Subscribe to EIR Online
This editorial appears in the January 13, 2006 issue of Executive Intelligence Review.

`Impeach Cheney First'

As we near the reopening of the Congress, and talk of "impeachment" becomes increasingly widespread throughout policy-making circles, there is one central strategic point which must be kept in mind: Dick "Beastman" Cheney must be the first to go.

Lyndon LaRouche and this magazine have been the leaders on this point since June 7, 2003, when LaRouche's Presidential campaign first issued a mass leaflet on the grounds for impeachment of the Vice-President. At that time, the Vice-President's malfeasance, and deliberate fraud, on the question of the Niger yellow-cake story had just been revealed by Congress, and it was clear that Cheney had committed an impeachable offense. The argument put forward in that leaflet still stands.

Cheney's crimes against the Constitution of the United States have only increased since then. With the "nuclear option" last spring, he sought to turn the U.S. Senate into a rubberstamp, in violation of the clear republican principles upon which our nation was founded. With his torture policy, he violated not only the spirit, but the letter of laws which had been passed by the Congress of the United States, committing our nation to the humane treatment of all military prisoners. Then, in the wake of an overwhelming vote in both Houses of Congress to specify the anti-torture policy of the U.S. military, Cheney put out the word that the Administration had no intention of following this legislation, but would ignore it as they saw fit.

Such a statement by Cheney is "impeachable" on its face, commented Lyndon LaRouche upon hearing this report.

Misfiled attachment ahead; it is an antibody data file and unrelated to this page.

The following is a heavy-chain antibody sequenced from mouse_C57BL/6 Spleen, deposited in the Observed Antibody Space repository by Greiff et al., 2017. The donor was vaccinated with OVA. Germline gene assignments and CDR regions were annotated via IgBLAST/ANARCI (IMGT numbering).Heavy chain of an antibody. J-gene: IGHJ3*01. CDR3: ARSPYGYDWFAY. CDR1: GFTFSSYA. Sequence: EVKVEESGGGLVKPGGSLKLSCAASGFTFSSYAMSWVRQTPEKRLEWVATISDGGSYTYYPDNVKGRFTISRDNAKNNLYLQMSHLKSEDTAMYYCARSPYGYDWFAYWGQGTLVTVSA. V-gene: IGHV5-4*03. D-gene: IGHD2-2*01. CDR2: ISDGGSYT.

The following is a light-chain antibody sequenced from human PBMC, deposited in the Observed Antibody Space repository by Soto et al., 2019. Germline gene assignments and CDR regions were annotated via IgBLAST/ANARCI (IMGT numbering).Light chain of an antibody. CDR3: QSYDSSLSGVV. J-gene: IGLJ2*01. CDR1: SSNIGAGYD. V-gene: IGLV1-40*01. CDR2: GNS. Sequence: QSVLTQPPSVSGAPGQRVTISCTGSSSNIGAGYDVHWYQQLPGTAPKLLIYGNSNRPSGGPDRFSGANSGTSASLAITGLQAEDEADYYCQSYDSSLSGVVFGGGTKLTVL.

What Cheney said in private, was this week broadcast in public, when President Bush signed the Defense Authorization bill that contained the McCain anti-torture amendment. In an in-your-face gesture that bespoke his sociopathic Vice-President, Bush declared that he was invoking the "principle" of the "unitary executive" relative to the Title pertaining to detainees, and would do what he thought he was entitled to do, as Commander-in-Chief.

Whether Bush was mentally capable of understanding what he was doing or not, Lyndon LaRouche said, he was carrying out a "treasonably impeachable" offense.

The reaction from leading Republican Senators to this action by the President was swift, as they restated their determination to carry out the oversight necessary to ensure that the intent of the Anti-Torture amendment was carried out. Senator Lindsey Graham was clearest, as he said, "I do not believe that any political figure in the country has the ability to set aside any law of armed conflict that we have adopted or treaties that we have ratified."

Under the influence of the Vice-President, President Bush has also continued to aggressively assert his ability to sidestep the law on the question of surveillance of American citizens. Once again, he is treading into "impeachable" territory, as has been pointed out by even such conservative Republican outlets as Barron's magazine, and former Reagan Administration cabinet official Paul Craig Robert. On Jan. 4, Democratic Senatorial leaders Harry Reid, Patrick Leahy, and John D. Rockefeller IV sent a letter to Bush urging a return to "bipartisan cooperation" on the Patriot Act, and expressing their concern about the lawfulness of the NSA surveillance program. In effect, that statement put Bush on notice, that he is facing possible consequences: impeachment.

If the President continues to step forward to carry out impeachable crimes, he will very likely reap the result. But a removal of the President which put Cheney into power, would be the height of stupidity, as well as bringing on catastrophe. Already, we see the enraged Cheney moving toward an accelerated war drive in the Southwest Asian region. While it is by no means clear that he will, or can, be successful, the danger must be recognized as acute.

There is ample evidence from recent town meetings, as well as other events, that the American population is getting the smell of the fascism which Cheney represents, and is ready to support impeachment. This mood must be transmitted to the Congress: Impeach Cheney first!

Back to top